Moreover, without a centralized collaborative mechanism—such as the FSWG—to address food safety, agencies do not have a forum to agree on a set of broad-based food safety goals and objectives that could be articulated in a government-wide performance plan or national strategy on food safety.
Monitoring: not met. A government-wide performance plan or, at a minimum, a national strategy for food safety, would facilitate effective monitoring of federal food safety efforts so the efforts would be clear and transparent to Congress and the public.
To understand federal food safety oversight actions, currently Congress, program managers, other decision makers, and the public must access, attempt to make sense of, and reconcile individual documents across the many federal agencies that administer federal statutes governing food safety and quality.
A government-wide performance plan or national strategy would enable Congress and the agencies to monitor the effectiveness of federal food safety programs, particularly those involving more than one agency, and identify areas needing corrective measures.
Demonstrated progress: partially met. Since our 2019 High-Risk Report, USDA has joined HHS in implementing our 2014 recommendations to update their strategic and performance planning documents to more fully describe how they are working with other agencies to achieve their food safety-related goals and objectives.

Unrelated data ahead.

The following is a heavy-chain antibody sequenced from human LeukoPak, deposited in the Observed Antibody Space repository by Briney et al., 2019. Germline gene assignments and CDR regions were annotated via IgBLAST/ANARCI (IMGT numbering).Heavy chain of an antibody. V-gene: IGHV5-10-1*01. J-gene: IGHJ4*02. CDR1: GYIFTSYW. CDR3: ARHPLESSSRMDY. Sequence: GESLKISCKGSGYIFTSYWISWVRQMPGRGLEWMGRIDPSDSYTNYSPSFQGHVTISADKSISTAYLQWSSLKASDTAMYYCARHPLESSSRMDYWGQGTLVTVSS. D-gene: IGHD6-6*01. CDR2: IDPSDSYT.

Nevertheless, the agency-by-agency focus of individual planning documents does not provide the integrated perspective on federal food safety performance necessary to guide congressional and executive branch decision-making and inform the public about federal actions to ensure food safety. Those individual documents could, however, provide building blocks toward the next step of developing a single, government-wide performance plan for food safety.
FDA and USDA also continue to collaborate on food safety through joint working groups and information sharing practices, such as the Interagency Foodborne Outbreak Response Collaboration and the Interagency Risk Assessment Consortium. However, the development of a broader government-wide performance plan or, at a minimum, a national strategy for food safety is still needed and could involve other agencies, such as those that we have identified as having a food safety role.
These agencies include (1) the Centers for Disease Control and Prevention (CDC), which identifies and coordinates the investigation of foodborne illness outbreaks to protect the public health; (2) the Department of Commerce’s National Marine Fisheries Service, which provides voluntary fee-for-service examinations of seafood for safety and quality; and (3) the Department of Homeland Security’s Customs and Border Protection, which, among other things, inspects imports of food products, plants, and live animals for compliance with U.S. law and assists federal agencies in enforcing their regulations at the border.